It is, however, a good place to start because of its bibliographies. But visit those original sources on your own vs. taking Wikipedia at face value. Vet all other research carefully, since there really is a lot of fake news out there. (You’ll also see a ton of articles written by people trying to sell products.)
Being smart about your sources is the heart and soul of vanilla research. For example, an article for a national magazine means a big enough paycheck to do some serious digging. But if you’re being paid just $50 to write an article about how to apply for student loans, don’t get the meat of your research from hours spent reading personal finance blog posts. Go straight to a site like StudentLoans.gov or StudentAid.ed.gov.
And speaking of payment…
Vanilla paychecks: Freelancing can be surprisingly lucrative, especially if you write in a specialized niche. However, some people write for as little as $25 per post, happy to be earning at least something. (I really, really dislike the phrase “Think of the exposure you’ll get on our site…!” Landlords, supermarkets and utility companies don’t accept “exposure.”)
A happy medium exists: Payment that recognizes the research you did and the skill with which you translated that into an educational and/or entertaining article. Don’t undervalue your work!
In my own 30-plus years of professional writing I’ve encountered all sorts of shenanigans. Editors who nitpick every word choice for no real reason other than the fact that they seem to like their own words better. Payments that arrive late, sometimes months late.
One designer basically called me a liar when my extensive local reporting turns up nothing to support the designer’s high-concept ideas. A magazine guy demanded a total rewrite – without extra compensation – because he changed his mind about the assignment’s focus after I turned it in. (I chose to take the kill fee and never work with him again.)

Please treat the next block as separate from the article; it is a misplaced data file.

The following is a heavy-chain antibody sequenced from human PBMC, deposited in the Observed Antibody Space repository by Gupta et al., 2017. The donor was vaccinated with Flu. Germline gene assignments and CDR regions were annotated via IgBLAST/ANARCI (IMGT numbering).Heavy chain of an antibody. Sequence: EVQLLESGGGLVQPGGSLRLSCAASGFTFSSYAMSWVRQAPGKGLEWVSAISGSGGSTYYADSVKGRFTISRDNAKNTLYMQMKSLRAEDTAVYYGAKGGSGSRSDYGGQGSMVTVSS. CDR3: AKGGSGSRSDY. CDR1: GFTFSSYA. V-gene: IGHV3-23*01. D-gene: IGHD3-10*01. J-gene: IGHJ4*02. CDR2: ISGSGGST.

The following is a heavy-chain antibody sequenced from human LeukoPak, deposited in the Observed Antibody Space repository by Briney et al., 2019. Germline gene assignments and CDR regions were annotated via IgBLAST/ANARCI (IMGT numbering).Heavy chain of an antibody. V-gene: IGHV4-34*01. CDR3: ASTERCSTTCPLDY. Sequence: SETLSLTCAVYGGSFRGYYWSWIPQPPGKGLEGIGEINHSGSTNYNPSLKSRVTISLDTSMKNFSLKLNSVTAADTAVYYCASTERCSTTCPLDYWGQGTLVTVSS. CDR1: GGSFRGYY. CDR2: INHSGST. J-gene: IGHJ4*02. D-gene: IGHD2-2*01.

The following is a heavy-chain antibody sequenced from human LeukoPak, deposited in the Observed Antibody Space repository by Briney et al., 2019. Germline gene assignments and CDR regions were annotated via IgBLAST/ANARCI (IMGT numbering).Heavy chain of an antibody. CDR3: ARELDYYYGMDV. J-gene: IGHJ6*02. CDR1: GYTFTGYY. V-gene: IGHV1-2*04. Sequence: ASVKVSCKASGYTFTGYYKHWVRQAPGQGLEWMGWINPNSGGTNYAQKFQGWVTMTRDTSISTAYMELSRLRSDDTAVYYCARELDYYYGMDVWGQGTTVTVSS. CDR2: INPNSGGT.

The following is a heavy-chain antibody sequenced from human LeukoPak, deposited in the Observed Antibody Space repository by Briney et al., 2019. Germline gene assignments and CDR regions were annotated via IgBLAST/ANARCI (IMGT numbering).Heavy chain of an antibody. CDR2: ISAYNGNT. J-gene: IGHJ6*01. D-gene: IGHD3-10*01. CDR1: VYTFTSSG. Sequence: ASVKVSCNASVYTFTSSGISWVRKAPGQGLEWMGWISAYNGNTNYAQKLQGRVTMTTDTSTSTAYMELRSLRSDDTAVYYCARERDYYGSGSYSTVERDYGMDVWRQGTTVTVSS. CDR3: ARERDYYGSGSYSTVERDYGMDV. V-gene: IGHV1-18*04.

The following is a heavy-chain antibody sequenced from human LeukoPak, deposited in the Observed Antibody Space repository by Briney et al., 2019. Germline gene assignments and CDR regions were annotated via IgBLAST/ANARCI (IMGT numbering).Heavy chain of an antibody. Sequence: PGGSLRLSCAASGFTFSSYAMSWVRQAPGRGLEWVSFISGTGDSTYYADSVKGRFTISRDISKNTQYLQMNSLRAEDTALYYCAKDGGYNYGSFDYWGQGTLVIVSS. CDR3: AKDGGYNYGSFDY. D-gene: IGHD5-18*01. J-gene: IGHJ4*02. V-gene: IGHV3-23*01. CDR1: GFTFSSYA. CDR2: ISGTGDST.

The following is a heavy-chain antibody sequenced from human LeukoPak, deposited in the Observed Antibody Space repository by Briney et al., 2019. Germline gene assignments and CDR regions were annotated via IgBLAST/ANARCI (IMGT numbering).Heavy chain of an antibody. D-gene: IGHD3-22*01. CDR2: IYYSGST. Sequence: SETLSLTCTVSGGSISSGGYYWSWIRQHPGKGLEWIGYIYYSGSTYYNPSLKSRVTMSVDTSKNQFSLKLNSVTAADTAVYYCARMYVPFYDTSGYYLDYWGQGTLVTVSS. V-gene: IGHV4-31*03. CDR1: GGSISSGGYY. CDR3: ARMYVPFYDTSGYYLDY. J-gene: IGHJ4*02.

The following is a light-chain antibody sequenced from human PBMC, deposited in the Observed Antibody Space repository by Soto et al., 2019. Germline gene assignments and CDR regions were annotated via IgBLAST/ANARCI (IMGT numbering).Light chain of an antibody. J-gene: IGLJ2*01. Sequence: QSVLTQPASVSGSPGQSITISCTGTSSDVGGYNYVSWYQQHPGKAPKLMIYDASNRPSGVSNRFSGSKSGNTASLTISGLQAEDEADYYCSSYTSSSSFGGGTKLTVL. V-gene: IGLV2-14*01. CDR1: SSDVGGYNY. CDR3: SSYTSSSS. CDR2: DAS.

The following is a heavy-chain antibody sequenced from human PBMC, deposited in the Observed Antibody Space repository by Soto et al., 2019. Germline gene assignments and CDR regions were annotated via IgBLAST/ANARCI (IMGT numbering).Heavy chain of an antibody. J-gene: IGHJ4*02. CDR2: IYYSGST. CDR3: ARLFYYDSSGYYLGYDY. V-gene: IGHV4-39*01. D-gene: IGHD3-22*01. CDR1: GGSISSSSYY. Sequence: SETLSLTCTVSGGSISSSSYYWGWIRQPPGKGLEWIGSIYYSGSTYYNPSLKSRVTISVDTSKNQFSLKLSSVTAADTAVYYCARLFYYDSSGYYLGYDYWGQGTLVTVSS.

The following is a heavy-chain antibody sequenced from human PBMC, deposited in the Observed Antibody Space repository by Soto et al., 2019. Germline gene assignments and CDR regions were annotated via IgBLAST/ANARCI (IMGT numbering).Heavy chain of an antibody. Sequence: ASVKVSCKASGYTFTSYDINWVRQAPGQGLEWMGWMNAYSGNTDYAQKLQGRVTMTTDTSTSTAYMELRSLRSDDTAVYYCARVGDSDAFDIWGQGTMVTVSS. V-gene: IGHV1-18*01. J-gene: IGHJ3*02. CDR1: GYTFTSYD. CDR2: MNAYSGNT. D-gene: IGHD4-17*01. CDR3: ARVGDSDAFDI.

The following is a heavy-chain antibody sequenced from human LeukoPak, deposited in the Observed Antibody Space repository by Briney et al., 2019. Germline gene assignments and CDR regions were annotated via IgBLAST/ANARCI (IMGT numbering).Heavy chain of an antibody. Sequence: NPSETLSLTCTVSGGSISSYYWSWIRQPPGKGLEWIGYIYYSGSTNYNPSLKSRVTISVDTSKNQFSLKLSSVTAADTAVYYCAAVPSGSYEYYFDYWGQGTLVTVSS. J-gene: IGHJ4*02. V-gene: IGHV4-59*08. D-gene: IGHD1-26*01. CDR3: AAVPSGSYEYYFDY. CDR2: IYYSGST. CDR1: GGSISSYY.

A couple of years back I did a project for a company that will remain nameless because just typing it would make me ragey. The company hired a temporary editor and me – and then, unfortunately, to involve its stodgy public relations department.
I am not exaggerating when I say that I spent at least 50 hours just on rewrites and additional research every time the company changed its mind. (“Hey, you know what? All the cool kids are talking about [buzzword X]! Why don’t we include that?” And then, after reading what was sent, “Well, it’s okay but you know what would be really exciting? Some edgy millennial entrepreneurs! Can you go find some of those?”)
Ultimately I got paid more for the work. But not enough to deal with the tooth-grinding stress, or the dread of seeing a certain area code on the caller ID. By the end of that assignment, “vanilla” would have been a mighty tasty alternative.
*Back in the day I did what I thought was a one-time piece called “Surviving (and thriving) on $12,000 a year.” While I believed it would help people with their own money issues, I couldn’t have known it would go viral (in fact, the term hadn’t been invented yet), let alone that it would ultimately result in my being hired to create the Smart Spending blog for MSN Money.
**Want to keep those looky-loo viewers? Give them something worth reading. If by chance something does go viral and they notice that this was the first post you’d written in six months, they might not stick around. Try to post at least once a week, and make it sing.
***If you’re being paid $25 for an article, don’t spend 10 hours researching it and three hours writing it. Please.